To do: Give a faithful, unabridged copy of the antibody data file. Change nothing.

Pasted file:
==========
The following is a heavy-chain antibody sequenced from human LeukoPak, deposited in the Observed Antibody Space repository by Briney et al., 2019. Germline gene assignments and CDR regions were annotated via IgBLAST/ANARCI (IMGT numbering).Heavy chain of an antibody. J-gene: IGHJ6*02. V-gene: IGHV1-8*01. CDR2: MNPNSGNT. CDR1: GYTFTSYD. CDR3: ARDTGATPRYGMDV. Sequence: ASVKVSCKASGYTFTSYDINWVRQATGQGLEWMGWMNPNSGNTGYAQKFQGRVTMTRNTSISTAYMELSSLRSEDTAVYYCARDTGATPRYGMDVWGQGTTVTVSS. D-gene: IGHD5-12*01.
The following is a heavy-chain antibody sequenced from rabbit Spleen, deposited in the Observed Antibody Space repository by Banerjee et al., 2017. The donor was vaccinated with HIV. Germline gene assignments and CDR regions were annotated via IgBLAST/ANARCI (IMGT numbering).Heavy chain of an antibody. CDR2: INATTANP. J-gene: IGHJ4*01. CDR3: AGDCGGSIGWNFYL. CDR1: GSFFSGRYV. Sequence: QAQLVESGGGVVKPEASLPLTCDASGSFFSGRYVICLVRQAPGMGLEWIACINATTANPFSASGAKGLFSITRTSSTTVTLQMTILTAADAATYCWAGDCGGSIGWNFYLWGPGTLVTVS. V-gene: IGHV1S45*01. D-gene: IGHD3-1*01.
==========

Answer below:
The following is a heavy-chain antibody sequenced from human LeukoPak, deposited in the Observed Antibody Space repository by Briney et al., 2019. Germline gene assignments and CDR regions were annotated via IgBLAST/ANARCI (IMGT numbering).Heavy chain of an antibody. J-gene: IGHJ6*02. V-gene: IGHV1-8*01. CDR2: MNPNSGNT. CDR1: GYTFTSYD. CDR3: ARDTGATPRYGMDV. Sequence: ASVKVSCKASGYTFTSYDINWVRQATGQGLEWMGWMNPNSGNTGYAQKFQGRVTMTRNTSISTAYMELSSLRSEDTAVYYCARDTGATPRYGMDVWGQGTTVTVSS. D-gene: IGHD5-12*01.
The following is a heavy-chain antibody sequenced from rabbit Spleen, deposited in the Observed Antibody Space repository by Banerjee et al., 2017. The donor was vaccinated with HIV. Germline gene assignments and CDR regions were annotated via IgBLAST/ANARCI (IMGT numbering).Heavy chain of an antibody. CDR2: INATTANP. J-gene: IGHJ4*01. CDR3: AGDCGGSIGWNFYL. CDR1: GSFFSGRYV. Sequence: QAQLVESGGGVVKPEASLPLTCDASGSFFSGRYVICLVRQAPGMGLEWIACINATTANPFSASGAKGLFSITRTSSTTVTLQMTILTAADAATYCWAGDCGGSIGWNFYLWGPGTLVTVS. V-gene: IGHV1S45*01. D-gene: IGHD3-1*01.